Palabras clave (Fuente DeCS): Rol de la enfermera; pandemias; enfermería en salud comunitaria; enfermeras clínicas; infecciones por coronavirus.


Objetivo: analisar os fatores facilitadores e as barreiras para o cumprimento do papel profissional de enfermeiros e enfermeiras em tempos de pandemia e desastres.
Materiais e método: revisão integrativa segundo método analítico SALSA, realizada em oito bases de dados: Medline, Proquest, CINAHL, Web of Science, BVS, Sprin-gerLink, Scopus e PubMed. Os descritores utilizados foram: "papel da enfermeira" AND "pandemia" AND "paciente" AND "infecção por coronavírus", em inglês, espanhol e português. Aos 11 031 artigos encontrados, foram aplicados filtros e critérios de inclusão e exclusão. Depois disso, 32 artigos conformaram a amostra final.
Resultados: considerando os objetivos propostos e os resultados, constata-se que todas as ações se enfocavam em três instâncias principais: a) formação e atualização para o desempenho do papel; b) fatores preditores, facilitadores e barreiras para exercer o papel ante uma pandemia e c) evidência do papel profissional ante pandemias.
Conclusões: este estudo torna possível conhecer tanto as barreiras quanto os aspectos facilitadores que permitem o cumprimento do papel do profissional de enfermagem ante pandemias e catástrofes. Além disso, deixa claro que as doenças infecciosas emergentes devem ser abordadas de forma imediata, colaborativa e multidisciplinar. A experiência, a liderança e a formação profissional de enfermeiras e enfermeiros são atributos-chave desses profissionais para permitir que seu papel seja mais proativo durante uma emergência.

Palavras-chave (Fonte DeCS): Papel do profissional de enfermagem; pandemias; enfermagem em saúde comunitária; enfermeiras clínicas; infecções por coronavirus.


Global Health Issues (GHI) demand interinstitutional and interprofessional work and collaboration for adequate planning, prevention, and care to address health equity issues among nations (1).

Emerging infectious diseases, such as epidemics, are GHI problems as they cross country boundaries in a matter of hours or days. In this context, the deficit of healthcare resources, as well as healthcare providers and infrastructure, will negatively impact the prevention of emerging GHI in the population (1), which raises a major issue of social justice, an essential concept for the nursing field (2).

In human history three deadly epidemics have affected the population: the yellow fever of 1853 in New Orleans, cholera in 1832, and the Spanish flu (1918-1920) (3); the latter caused a mortality rate ranging from 60 % to 70 % (4), with more than 40 million deaths worldwide (5). Later, the Asian influenza (1957-1958) and the Hong Kong influenza (1968-1968) were less catastrophic, although they caused deaths along with economic and social issues (6). Currently, humanity is facing a pandemic as declared by the WHO (7); it is a respiratory disease named COVID-19, with characteristics similar to influenza in mild cases, which is transmitted from person to person and in severe cases can cause death (8), spreading to more than 200 countries and causing 5,087,688 deaths so far (November 11, 2021) (9). One of the main concerns regarding emerging infectious diseases is the prevention of the spread of these agents within healthcare settings (10).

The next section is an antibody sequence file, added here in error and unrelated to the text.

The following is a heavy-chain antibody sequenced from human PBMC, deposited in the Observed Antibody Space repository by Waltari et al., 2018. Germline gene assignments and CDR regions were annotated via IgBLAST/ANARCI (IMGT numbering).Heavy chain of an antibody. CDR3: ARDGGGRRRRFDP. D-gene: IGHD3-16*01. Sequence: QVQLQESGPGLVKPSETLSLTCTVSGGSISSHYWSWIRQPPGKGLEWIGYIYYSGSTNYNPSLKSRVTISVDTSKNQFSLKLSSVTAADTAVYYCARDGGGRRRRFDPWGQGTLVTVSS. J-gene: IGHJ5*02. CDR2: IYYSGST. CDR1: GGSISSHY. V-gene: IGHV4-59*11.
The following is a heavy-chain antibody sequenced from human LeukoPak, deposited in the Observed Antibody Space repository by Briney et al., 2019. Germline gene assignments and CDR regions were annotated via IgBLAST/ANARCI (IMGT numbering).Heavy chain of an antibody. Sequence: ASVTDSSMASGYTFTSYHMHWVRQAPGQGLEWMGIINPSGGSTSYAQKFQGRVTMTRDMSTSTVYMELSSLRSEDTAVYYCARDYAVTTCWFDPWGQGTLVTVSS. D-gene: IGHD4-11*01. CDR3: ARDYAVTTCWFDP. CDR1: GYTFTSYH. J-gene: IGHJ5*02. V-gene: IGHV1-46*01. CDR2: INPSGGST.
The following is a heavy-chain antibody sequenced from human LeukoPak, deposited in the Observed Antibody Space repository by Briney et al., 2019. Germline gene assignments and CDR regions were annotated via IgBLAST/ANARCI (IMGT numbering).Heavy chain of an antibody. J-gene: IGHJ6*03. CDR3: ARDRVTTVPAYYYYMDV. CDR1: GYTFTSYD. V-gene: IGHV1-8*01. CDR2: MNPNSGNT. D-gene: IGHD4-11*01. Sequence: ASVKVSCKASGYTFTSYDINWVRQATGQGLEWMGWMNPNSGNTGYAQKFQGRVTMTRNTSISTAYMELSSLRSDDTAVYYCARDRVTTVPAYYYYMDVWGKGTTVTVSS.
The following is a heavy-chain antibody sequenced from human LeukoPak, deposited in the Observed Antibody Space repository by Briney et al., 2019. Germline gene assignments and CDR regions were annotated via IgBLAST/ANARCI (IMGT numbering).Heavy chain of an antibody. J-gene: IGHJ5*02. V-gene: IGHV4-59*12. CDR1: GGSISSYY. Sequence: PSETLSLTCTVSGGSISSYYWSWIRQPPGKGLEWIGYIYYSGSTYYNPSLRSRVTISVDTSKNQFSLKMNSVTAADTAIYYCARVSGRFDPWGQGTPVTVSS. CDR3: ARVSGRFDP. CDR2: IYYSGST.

There is no doubt that, throughout history, only a few pandemics have struck the world and —despite the fact that experience along with oral and written traditions are lost in time—, evidence has demonstrated that nursing professionals have been paramount in the recognition and response to emerging disease threats (1), given that they occupy and assume vital positions and roles in care due to their expertise and unique professional roles with patients.

The International Council of Nurses (ICN) states that nurses are uniquely positioned to assist government healthcare agencies in implementing and evaluating disaster prevention and response measures internationally (11). On the other hand, the American Nurses Association (ANA) provides valuable information and digital resources related to COVID-19 for use by nurses in all settings (12).